First and foremost, JavaScript is the tool for adding interactivity to web pages. This can include simple processes like:

    • Zooming in, out, or cropping an image
    • Allowing for audio and video playback on your website
    • Presenting animations
    • Rotating carousels of images on a home page
    • Including drop-down menus for online ordering or preference selection
    • Presenting or hiding information when a user clicks a button
    • Displaying calendars, timers, count-downs, or other similar features
    • Featuring random password generators
    • Enabling decibel calculators

These features are just the tip of the iceberg in terms of what learning JavaScript can allow you to create as a developer. While static websites are serviceable for some purposes, and template-centric website builders can offer some degree of customization and interaction, knowing how to program with JavaScript allows you to bring significantly more options for style, improved user experience, customization, and responsiveness to your platform. 

Think of it as turning your website from a two-dimensional experience (where visitors simply look upon the site, as if visiting an art gallery) into a three-dimensional alternative, where a variety of complex and important tasks are now available for both you and your users. This is also true if you want your site to perform well on mobile platforms, as smartphone use continues to grow.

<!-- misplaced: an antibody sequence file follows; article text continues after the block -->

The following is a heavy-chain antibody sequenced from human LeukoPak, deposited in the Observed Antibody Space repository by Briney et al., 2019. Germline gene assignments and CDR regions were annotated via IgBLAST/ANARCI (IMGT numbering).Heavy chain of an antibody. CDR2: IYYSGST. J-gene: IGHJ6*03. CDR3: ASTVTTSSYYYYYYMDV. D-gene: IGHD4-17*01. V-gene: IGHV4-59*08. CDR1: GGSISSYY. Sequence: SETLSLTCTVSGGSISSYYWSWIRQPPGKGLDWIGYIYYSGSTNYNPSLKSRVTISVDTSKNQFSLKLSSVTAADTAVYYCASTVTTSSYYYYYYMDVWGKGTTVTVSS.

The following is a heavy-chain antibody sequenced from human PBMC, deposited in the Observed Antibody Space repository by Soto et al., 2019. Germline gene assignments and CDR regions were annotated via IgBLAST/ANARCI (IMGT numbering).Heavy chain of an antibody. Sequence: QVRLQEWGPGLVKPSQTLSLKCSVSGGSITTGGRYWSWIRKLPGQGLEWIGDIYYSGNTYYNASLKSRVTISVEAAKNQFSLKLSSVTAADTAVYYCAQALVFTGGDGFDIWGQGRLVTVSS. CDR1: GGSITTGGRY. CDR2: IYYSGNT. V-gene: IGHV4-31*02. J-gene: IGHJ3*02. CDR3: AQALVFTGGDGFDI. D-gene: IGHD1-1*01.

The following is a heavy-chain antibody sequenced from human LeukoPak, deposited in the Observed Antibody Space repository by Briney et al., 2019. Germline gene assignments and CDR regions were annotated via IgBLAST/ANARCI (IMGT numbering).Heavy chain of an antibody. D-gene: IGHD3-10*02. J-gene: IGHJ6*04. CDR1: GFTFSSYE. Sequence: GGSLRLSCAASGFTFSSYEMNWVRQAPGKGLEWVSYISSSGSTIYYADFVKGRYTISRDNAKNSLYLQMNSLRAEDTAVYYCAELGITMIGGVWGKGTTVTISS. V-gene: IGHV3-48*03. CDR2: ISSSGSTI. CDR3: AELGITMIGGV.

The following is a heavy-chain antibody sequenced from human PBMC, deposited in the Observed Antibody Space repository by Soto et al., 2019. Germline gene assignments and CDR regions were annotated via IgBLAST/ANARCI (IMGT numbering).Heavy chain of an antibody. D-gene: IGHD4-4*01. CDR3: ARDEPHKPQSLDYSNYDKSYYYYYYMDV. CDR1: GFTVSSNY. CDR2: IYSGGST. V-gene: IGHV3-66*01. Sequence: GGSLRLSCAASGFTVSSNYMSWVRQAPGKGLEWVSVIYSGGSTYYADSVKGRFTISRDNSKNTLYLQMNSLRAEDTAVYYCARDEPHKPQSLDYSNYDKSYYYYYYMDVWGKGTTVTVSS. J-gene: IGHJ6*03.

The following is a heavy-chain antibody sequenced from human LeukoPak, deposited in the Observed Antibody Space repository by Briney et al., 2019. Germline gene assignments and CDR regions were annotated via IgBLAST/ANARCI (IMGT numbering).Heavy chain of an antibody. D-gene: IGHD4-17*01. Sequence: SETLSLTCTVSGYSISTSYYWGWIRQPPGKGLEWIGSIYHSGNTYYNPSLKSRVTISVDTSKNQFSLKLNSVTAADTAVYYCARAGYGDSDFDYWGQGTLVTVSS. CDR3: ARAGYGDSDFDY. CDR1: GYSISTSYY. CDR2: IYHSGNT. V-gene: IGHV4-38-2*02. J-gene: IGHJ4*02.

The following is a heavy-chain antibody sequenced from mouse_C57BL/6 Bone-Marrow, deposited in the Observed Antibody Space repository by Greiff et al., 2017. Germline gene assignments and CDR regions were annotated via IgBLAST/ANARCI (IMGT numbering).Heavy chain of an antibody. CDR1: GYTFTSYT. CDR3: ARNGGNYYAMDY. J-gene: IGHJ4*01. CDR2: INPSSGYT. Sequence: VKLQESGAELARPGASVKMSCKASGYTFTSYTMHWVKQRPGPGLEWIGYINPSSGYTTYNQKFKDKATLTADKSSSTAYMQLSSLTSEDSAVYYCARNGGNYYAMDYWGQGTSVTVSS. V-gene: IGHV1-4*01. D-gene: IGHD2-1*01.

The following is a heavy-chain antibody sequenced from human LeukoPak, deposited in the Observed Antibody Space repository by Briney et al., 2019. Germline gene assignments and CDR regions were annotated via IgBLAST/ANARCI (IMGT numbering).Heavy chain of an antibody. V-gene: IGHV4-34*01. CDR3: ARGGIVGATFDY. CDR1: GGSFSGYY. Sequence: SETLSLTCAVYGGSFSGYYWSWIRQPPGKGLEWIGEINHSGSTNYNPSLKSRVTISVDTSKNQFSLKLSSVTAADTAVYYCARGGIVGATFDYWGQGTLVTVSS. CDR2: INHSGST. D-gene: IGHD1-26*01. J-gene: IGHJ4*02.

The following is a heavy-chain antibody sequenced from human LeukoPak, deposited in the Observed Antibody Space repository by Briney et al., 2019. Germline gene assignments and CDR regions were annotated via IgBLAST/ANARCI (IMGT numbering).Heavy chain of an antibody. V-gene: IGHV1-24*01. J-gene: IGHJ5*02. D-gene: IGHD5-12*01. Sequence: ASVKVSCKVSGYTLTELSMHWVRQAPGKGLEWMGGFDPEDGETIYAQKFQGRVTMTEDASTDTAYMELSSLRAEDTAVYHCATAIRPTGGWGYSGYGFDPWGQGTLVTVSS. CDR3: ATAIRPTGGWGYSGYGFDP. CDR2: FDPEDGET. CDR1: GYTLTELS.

Gaming

As browser-based games continue to grow in popularity due to both their ease-of-use as well as their lower cost to develop compared to traditional console and PC computer games, JavaScript has become the foundational language for most developers. Because browser-based games are often limited in scope, and thus can be designed with more limited commands and scripts, JavaScript is the perfect tool with which to develop them.

This is important because, by some metrics, the global gaming market exceeds $100 billion in total revenue, and even simple browser-based puzzle, strategy, racing, and shooter games offer lucrative opportunities for subscriptions and advertising revenue. Even if you have some experience developing basic games previously, gaining higher-level JavaScript experience allows you to develop games that stand out from the pack, that are fun to play, that you can share with others, and that can earn you a decent paycheck.

Mobile Apps

While more complex and OS-specific coding languages like Swift (for iOS/Apple products) and Java (for Android) are the common tools for mobile app development, JavaScript still offers possibilities for developing basic web apps. If you are a startup or small business looking for a low-cost and simple web tool for your clients, JavaScript can be paired with existing frameworks like Phonegap and React Native, to allow different operating systems to access the same code.

Simple Web Servers and Server Applications